These days it’s rare to come across a film without having any prior knowledge of it. With posters, trailers, stills and various degrees of social media coverage, you can find out so much about a film before you even see it in the cinema. Or at home. The Beta Test was shrouded in mystery after it was selected at Berlinale and secured distribution which is what has given this film its edge. On the surface, it seems like similar stories about the wealthy and obnoxious pawns of Hollywood who swan around acting like they own the town until one small thing makes them stumble but it’s the execution of this strange tale that makes it stand out from all those other stories and makes you wonder, what’s really going on.
When soon to be married Hollywood agent Jordan receives a mysterious purple letter inviting him to an anonymous sexual encounter, he soon becomes embroiled in a strange a sinister plot involving lies, infidelity, data and the lies of the wealthy elite.
Shifting on its feet like a combination of The Player and Falling Down, The Beta Test is a look at what certain people would do, for a little distraction and curiosity plus the price they pay for this privilege, some of them don’t even realise the price until it’s just too late. Although this is Jordan’s story, the glimpses we get into other people who have fallen for those purple envelopes is actually very exciting. We don’t know how they will react but we know, it won’t be good.
As a thriller, the anxiety and uncertainty ramps up minute by minute, mostly due to how Jordan reacts to absolutely everything and everyone around him. He wants to be able to stride into a room bullshit anyone there but he can’t quite pull it off due to his own lack of confidence and shame that weighs him down. When he finally lets everything out in one hell of a monologue of truth, there is only relief in his self once he sees how Caroline responds, those scissors grasped tightly in her hand.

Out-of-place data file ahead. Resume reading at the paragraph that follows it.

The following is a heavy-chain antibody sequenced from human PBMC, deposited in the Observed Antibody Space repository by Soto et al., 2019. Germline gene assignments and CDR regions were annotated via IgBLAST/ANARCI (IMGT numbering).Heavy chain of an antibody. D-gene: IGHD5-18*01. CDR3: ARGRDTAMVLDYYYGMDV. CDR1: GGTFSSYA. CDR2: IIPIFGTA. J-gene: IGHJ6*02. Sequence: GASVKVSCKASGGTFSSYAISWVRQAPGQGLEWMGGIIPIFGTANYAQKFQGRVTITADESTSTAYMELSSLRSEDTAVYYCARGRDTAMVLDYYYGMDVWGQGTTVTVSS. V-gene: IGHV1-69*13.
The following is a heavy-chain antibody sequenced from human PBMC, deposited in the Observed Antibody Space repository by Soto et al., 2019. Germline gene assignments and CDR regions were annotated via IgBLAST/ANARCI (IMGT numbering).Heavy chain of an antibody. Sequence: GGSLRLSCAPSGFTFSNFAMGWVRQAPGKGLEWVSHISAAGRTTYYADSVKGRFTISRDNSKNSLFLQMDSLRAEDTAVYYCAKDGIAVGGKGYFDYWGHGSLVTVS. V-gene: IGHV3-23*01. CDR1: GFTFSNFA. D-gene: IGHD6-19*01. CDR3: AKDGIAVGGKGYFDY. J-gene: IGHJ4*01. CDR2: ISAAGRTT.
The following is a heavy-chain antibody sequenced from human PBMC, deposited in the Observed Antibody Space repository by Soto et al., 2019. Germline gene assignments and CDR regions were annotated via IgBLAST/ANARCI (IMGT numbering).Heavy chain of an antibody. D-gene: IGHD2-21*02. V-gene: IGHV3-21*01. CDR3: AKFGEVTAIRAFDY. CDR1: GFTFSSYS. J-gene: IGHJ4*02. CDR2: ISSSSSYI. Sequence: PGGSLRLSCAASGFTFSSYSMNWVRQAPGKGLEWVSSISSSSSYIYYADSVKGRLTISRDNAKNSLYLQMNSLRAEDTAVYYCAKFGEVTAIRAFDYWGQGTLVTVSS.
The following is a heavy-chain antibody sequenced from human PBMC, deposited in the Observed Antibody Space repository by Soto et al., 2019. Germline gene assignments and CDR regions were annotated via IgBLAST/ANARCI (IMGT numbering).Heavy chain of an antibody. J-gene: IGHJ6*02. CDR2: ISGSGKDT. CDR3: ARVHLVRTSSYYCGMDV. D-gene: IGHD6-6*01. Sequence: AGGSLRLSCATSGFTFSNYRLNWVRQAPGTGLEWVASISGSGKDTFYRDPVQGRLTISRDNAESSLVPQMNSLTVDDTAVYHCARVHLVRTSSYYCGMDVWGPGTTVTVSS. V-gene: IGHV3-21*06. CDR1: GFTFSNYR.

Jim Cummings is on top anxiety and anger ridden as he was in his previous film Thunder Road. His style seeps through in the script and in the direction of the film, of which he shares both credits with PJ McCabe who he also shares the screen with too. They make a great team and is this is just s first collaboration, it’s exciting to see what they create next.
There is an urge not to give away too much of what lies beneath the basement with this film. Switching, in scenes, between standard Hollywood outsider story to thriller with horrific moments, this is all about whether we let curiosity get the better of us. Even if curiosity killed the cat, it was worth it to delve deeper into this bizarrely told generic on the surface story.
The Beta Test screened at Edinburgh International Film Festival on 20 and 21 August and is in cinemas October 2021 from Blue Finch Film Releasing